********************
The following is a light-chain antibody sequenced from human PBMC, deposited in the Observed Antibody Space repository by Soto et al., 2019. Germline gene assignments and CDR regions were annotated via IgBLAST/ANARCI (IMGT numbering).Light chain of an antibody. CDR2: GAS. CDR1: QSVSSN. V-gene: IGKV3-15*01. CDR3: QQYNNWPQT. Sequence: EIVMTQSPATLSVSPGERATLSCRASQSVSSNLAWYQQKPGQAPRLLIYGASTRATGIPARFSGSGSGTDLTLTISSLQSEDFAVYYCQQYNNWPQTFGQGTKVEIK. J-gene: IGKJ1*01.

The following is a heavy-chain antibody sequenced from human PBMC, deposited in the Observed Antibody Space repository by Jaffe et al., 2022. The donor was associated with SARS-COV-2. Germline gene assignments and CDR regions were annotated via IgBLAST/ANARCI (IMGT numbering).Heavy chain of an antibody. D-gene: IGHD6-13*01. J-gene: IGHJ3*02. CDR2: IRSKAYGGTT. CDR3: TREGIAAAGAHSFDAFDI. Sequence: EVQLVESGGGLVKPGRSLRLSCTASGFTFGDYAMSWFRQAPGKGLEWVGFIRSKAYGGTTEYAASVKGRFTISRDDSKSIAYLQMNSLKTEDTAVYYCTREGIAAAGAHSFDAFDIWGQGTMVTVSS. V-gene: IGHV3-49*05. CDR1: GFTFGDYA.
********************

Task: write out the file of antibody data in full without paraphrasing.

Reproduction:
The following is a light-chain antibody sequenced from human PBMC, deposited in the Observed Antibody Space repository by Soto et al., 2019. Germline gene assignments and CDR regions were annotated via IgBLAST/ANARCI (IMGT numbering).Light chain of an antibody. CDR2: GAS. CDR1: QSVSSN. V-gene: IGKV3-15*01. CDR3: QQYNNWPQT. Sequence: EIVMTQSPATLSVSPGERATLSCRASQSVSSNLAWYQQKPGQAPRLLIYGASTRATGIPARFSGSGSGTDLTLTISSLQSEDFAVYYCQQYNNWPQTFGQGTKVEIK. J-gene: IGKJ1*01.

The following is a heavy-chain antibody sequenced from human PBMC, deposited in the Observed Antibody Space repository by Jaffe et al., 2022. The donor was associated with SARS-COV-2. Germline gene assignments and CDR regions were annotated via IgBLAST/ANARCI (IMGT numbering).Heavy chain of an antibody. D-gene: IGHD6-13*01. J-gene: IGHJ3*02. CDR2: IRSKAYGGTT. CDR3: TREGIAAAGAHSFDAFDI. Sequence: EVQLVESGGGLVKPGRSLRLSCTASGFTFGDYAMSWFRQAPGKGLEWVGFIRSKAYGGTTEYAASVKGRFTISRDDSKSIAYLQMNSLKTEDTAVYYCTREGIAAAGAHSFDAFDIWGQGTMVTVSS. V-gene: IGHV3-49*05. CDR1: GFTFGDYA.